Friday, July 1, 2022

Sticking to their principles

Despite not renewing their contract for organic milk, Lane and Marilyn Cookson are largely staying with organic principles. They told Barbara Gilham that despite losing the premium, they are looking forward to increased production while staying true to their beliefs. Despite returning to mainstream dairying last year, Taranaki couple Lane and Marilyn Cookson are still following a number of organic principles. After seven years of organic farming on their Midhurst property they decided not to renew their contract last year. Lane said the decision was not made lightly, but was due to the contract being changed to a flat rate of $1.85/kg milksolids (MS) which meant the premium was dropping. “We just thought if we went back to normal farming and tried to keep our efficiencies as we have, got our numbers back up and increased our production by 10% we’d be better off.

“We are still pretty much sticking to organic principles, certainly soil-wise. We are still putting on the same fertilisers but now we can add some things that aren’t certified.

One of the problems with organics is finding a good source of nitrogen (N) just to be competitive with everybody else.” A type of protein N was required rather than straight chemical N but “now we can add a bit of urea which we couldn’t do before”.

Taking the plunge

Lane and Marilyn Cookson believe you are what you eat.

The couple took the plunge into organic farming in 2004 when they returned to the family farm at Salisbury Rd after 10 years sharemilking and managing another nearby farm. Lane noticed after they moved that the herd he had bought a few years earlier was not producing as it had been.

“My father had a farm advisor, Russell Howe from Nutrilink, who visited the property and asked if we had thought of going organic,” he said.

“He thought we had a pretty low-cost system anyway and said there was an organic sector and a premium in it. He told us it wouldn’t take much for us to change over, so we went to a couple of meetings and seminars and decided to give it a go.

“We were that way inclined anyway and the regulations on dairy farms were becoming restrictive so we decided to take the leap.”

In their first year of conversion the couple didn’t have a contract with Fonterra but after that they secured a contract for three years which they later renewed for another three years.

“We did it for seven years which is about the time it takes before you start hitting your straps,” Lane said.

“Last year our contract was expiring, and we could have signed to do another couple of years. But then in September Fonterra came back to us and said as soon as people’s contracts expired they would not be renewing them as they were condensing the organic farming back to the Waikato.

“We decided we may as well pull the pin and get out. We hung in there for a while just to see what the story was but then decided to let it go. This way I can at least spray and keep things like blackberry, which is prevalent around here, under control.”

Lane is the third generation on the farm originally owned by his grandparents. It’s grown in size over the years as they, and later his parents, bought surrounding properties effectively doubling the size. With areas of native bush and pines the milking platform is now 123ha.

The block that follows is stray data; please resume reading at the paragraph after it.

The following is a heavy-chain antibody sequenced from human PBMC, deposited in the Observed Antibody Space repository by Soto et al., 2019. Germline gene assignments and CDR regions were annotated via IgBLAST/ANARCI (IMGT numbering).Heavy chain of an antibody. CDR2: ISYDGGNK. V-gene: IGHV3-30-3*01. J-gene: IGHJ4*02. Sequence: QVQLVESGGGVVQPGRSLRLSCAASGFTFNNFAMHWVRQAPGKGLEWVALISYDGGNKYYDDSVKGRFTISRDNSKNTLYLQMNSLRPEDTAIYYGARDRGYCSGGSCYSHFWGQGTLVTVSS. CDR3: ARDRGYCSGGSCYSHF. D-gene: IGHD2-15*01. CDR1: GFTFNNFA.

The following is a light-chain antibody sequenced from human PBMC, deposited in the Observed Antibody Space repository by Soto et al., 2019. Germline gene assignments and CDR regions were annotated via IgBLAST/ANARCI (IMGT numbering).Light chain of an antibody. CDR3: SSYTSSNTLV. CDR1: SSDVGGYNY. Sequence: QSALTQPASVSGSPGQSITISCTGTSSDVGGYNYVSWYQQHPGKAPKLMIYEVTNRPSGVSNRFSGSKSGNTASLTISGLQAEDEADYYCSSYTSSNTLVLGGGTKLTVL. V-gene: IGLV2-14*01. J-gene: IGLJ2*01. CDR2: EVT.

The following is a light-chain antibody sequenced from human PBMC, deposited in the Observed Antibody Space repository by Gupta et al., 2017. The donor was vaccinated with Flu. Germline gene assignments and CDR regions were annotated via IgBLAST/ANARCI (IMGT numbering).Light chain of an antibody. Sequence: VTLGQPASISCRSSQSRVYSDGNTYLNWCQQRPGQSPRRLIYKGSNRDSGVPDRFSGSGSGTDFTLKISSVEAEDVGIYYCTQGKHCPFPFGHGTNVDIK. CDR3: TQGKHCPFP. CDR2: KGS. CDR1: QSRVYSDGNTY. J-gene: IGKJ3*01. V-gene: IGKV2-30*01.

They’re milking 230 cows at present, which is about the same number as when they were organic, however he is hoping to build this up to 240 this year.

“I’ve got about 20 holdovers on as well,” he said.

“Hopefully as we get back up to speed we are hoping to get up to a 260 herd count which is what we used to do before we went organic.”

Milk production dropped by about 25% when they switched to organics, something Lane said they had expected.

“We also found we were only growing 10 tonnes of drymatter (DM)/ha with an organic system while other people around here were growing 13t. That’s why you drop.”

Valuable experience

The couple said they have no regrets over switching to organics and believe they learnt a lot from the experience which they found interesting.

“You met a lot of good intelligent people. You did have some who were staunch about organics and then you had people like us who could see the business side of it and were trying to strive that way.”

The Cooksons were also part of an organic group of eight farms plus the Massey University organic farm for three years. The focus was on mastitis and best on-farm practices in the organic sector which could help the conventional sector as well.

The Cooksons also found soil scientists’ point of view on N leaching very interesting. The organic farms leached a lot less N than conventional farms.

“But there were reasons for that,” Lane said.

“Wwe didn’t put any N on and we had a lower stocking rate. Most N leaching is due to urine.

“We were one of the lowest production-wise in the group, but when you looked at the financials we caught up with other farms because we were low input. We weren’t spending the money that other people were spending to get their production so it all balanced out.

“If we’d kept going on that $1.85 premium we would still have made a profit, but we found if we went back to conventional farming and could up our production a bit more we’d be better off.”

Lane and Marilyn both believe you are what you eat, and that a build-up of the many chemicals used in conventional farming today ends up in the food chain and may be the cause of many auto-immune illnesses.

“On our farm I don’t treat for bloat, facial eczema or milk fever and we don’t have any of it,” he said.

Now they’re working on increasing their milk production which was 60,000kg MS last season.

“Last year we probably were doing 300kg MS/cow but then again our stocking rate was low.”

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